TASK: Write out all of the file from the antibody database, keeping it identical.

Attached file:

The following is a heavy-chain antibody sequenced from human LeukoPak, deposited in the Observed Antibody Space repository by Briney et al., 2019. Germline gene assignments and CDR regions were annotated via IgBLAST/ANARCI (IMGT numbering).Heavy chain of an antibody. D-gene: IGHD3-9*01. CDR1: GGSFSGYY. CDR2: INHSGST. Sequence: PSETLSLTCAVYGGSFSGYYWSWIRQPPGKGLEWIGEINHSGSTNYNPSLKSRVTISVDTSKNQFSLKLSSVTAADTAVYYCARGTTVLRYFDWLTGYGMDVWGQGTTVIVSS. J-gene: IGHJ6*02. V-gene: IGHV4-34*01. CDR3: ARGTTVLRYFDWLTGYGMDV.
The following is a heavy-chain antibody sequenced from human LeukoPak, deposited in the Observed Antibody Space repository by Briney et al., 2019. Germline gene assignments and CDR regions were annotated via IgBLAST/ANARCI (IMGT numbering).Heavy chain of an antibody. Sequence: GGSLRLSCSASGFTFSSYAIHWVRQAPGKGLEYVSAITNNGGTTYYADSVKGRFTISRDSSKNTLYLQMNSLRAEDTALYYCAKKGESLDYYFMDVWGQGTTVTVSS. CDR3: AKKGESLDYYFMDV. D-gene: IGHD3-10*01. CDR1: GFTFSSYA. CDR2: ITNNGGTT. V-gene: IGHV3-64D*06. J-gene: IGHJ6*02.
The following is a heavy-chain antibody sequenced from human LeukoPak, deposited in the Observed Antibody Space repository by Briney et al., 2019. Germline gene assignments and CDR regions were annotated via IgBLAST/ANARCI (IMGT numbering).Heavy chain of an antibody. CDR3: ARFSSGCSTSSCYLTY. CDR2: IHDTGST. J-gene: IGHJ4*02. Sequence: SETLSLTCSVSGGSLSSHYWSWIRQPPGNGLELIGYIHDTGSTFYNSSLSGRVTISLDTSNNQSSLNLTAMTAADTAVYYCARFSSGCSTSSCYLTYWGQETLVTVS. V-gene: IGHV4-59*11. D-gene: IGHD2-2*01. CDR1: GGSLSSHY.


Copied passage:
The following is a heavy-chain antibody sequenced from human LeukoPak, deposited in the Observed Antibody Space repository by Briney et al., 2019. Germline gene assignments and CDR regions were annotated via IgBLAST/ANARCI (IMGT numbering).Heavy chain of an antibody. D-gene: IGHD3-9*01. CDR1: GGSFSGYY. CDR2: INHSGST. Sequence: PSETLSLTCAVYGGSFSGYYWSWIRQPPGKGLEWIGEINHSGSTNYNPSLKSRVTISVDTSKNQFSLKLSSVTAADTAVYYCARGTTVLRYFDWLTGYGMDVWGQGTTVIVSS. J-gene: IGHJ6*02. V-gene: IGHV4-34*01. CDR3: ARGTTVLRYFDWLTGYGMDV.
The following is a heavy-chain antibody sequenced from human LeukoPak, deposited in the Observed Antibody Space repository by Briney et al., 2019. Germline gene assignments and CDR regions were annotated via IgBLAST/ANARCI (IMGT numbering).Heavy chain of an antibody. Sequence: GGSLRLSCSASGFTFSSYAIHWVRQAPGKGLEYVSAITNNGGTTYYADSVKGRFTISRDSSKNTLYLQMNSLRAEDTALYYCAKKGESLDYYFMDVWGQGTTVTVSS. CDR3: AKKGESLDYYFMDV. D-gene: IGHD3-10*01. CDR1: GFTFSSYA. CDR2: ITNNGGTT. V-gene: IGHV3-64D*06. J-gene: IGHJ6*02.
The following is a heavy-chain antibody sequenced from human LeukoPak, deposited in the Observed Antibody Space repository by Briney et al., 2019. Germline gene assignments and CDR regions were annotated via IgBLAST/ANARCI (IMGT numbering).Heavy chain of an antibody. CDR3: ARFSSGCSTSSCYLTY. CDR2: IHDTGST. J-gene: IGHJ4*02. Sequence: SETLSLTCSVSGGSLSSHYWSWIRQPPGNGLELIGYIHDTGSTFYNSSLSGRVTISLDTSNNQSSLNLTAMTAADTAVYYCARFSSGCSTSSCYLTYWGQETLVTVS. V-gene: IGHV4-59*11. D-gene: IGHD2-2*01. CDR1: GGSLSSHY.